Sony has recalled about 1,700 Vaio laptops in what has become a long line of battery-related recalls for the Japanese electronics maker.
The laptops contain Panasonic lithium-ion battery packs that were installed between February and October 2013.
The US Consumer Product Safety Commission says although no incidents or injuries have been reported, they posed overheating, burning and fire hazards.
In 2006, millions of laptops containing Sony cells and made by computer firms Dell, Apple, Hitachi, Toshiba, Fujitsu and Lenovo were recalled.
In 2008, 73,000 Vaio laptops were recalled, although this was said to be because of wiring faults and a flaw in the circuit boards.
Just two years later, in 2010, thousands more Vaio models were recalled for ‘overheating’ and then in 2014, Panasonic’s battery packs were blamed for Vaio Fit 11A hybrid laptop-tablet devices catching fire.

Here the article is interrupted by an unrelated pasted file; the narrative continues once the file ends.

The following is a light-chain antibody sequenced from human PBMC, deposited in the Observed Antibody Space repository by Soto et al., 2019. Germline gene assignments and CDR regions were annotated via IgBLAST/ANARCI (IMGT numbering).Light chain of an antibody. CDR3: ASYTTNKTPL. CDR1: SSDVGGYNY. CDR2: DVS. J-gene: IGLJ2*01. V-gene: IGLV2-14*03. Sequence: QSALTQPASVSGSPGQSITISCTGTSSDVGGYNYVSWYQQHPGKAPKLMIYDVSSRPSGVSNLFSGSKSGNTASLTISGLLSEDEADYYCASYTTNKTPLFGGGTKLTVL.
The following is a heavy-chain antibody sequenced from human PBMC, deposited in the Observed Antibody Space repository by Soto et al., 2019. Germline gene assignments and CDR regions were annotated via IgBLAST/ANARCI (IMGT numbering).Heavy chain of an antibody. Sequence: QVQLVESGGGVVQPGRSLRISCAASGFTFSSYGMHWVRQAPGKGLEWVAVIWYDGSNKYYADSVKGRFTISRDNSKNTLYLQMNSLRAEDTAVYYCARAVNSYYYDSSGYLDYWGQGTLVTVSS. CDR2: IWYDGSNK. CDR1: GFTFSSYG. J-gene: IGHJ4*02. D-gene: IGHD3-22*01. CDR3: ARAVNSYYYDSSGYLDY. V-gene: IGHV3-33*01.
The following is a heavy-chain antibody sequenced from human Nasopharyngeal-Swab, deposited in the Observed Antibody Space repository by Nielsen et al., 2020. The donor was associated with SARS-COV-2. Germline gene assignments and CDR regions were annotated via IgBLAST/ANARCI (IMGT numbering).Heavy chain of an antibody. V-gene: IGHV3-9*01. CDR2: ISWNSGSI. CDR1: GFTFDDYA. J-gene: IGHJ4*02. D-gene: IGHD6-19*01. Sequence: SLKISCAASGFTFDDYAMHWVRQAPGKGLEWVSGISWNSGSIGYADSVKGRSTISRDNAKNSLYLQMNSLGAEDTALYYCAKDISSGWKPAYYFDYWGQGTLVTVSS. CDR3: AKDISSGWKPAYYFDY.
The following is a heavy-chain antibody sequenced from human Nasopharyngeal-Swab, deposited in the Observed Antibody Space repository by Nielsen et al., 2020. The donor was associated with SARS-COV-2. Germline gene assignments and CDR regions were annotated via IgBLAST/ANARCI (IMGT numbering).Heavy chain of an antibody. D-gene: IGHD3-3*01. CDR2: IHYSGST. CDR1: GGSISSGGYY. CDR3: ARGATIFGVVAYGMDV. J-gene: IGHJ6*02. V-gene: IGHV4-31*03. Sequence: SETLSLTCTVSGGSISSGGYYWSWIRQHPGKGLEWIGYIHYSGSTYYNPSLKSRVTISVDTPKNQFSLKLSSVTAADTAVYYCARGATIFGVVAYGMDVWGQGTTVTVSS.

This last recall should be the last laptop recall for Sony, who offloaded its Vaio division in 2014 to private equity firm Japan Industrial Partners so it could concentrate on smartphones and tablets.
Following a swathe of media reports about the dangers of lithium batteries, latterly the issue of exploding hoverboards, the International Air Transport Association (IATA) banned lithium-ion batteries as cargo on passenger aircraft from April 1 this year.
The organisation also ordered that only lithium cells and batteries with less than 30% state of charge could be shipped as cargo.